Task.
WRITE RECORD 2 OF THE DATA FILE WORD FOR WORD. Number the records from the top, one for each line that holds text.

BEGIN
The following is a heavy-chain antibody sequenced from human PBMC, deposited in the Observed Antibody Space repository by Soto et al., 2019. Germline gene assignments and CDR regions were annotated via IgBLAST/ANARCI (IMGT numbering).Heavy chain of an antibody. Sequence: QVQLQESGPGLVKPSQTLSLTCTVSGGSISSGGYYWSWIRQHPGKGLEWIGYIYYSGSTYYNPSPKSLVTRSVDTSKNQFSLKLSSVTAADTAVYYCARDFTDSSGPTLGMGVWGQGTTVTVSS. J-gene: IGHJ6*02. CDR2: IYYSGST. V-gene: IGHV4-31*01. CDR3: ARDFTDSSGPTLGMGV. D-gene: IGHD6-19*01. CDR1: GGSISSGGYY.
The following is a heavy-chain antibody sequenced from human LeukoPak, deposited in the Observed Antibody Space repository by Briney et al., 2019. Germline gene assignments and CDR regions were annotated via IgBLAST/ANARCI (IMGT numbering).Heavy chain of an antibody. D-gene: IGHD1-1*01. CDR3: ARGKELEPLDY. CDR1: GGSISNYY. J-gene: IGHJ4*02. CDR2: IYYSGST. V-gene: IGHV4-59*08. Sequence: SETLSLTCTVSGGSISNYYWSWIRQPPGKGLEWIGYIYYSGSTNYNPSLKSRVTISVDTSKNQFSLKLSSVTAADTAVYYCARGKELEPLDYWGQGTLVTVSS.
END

The following is a heavy-chain antibody sequenced from human LeukoPak, deposited in the Observed Antibody Space repository by Briney et al., 2019. Germline gene assignments and CDR regions were annotated via IgBLAST/ANARCI (IMGT numbering).Heavy chain of an antibody. D-gene: IGHD1-1*01. CDR3: ARGKELEPLDY. CDR1: GGSISNYY. J-gene: IGHJ4*02. CDR2: IYYSGST. V-gene: IGHV4-59*08. Sequence: SETLSLTCTVSGGSISNYYWSWIRQPPGKGLEWIGYIYYSGSTNYNPSLKSRVTISVDTSKNQFSLKLSSVTAADTAVYYCARGKELEPLDYWGQGTLVTVSS.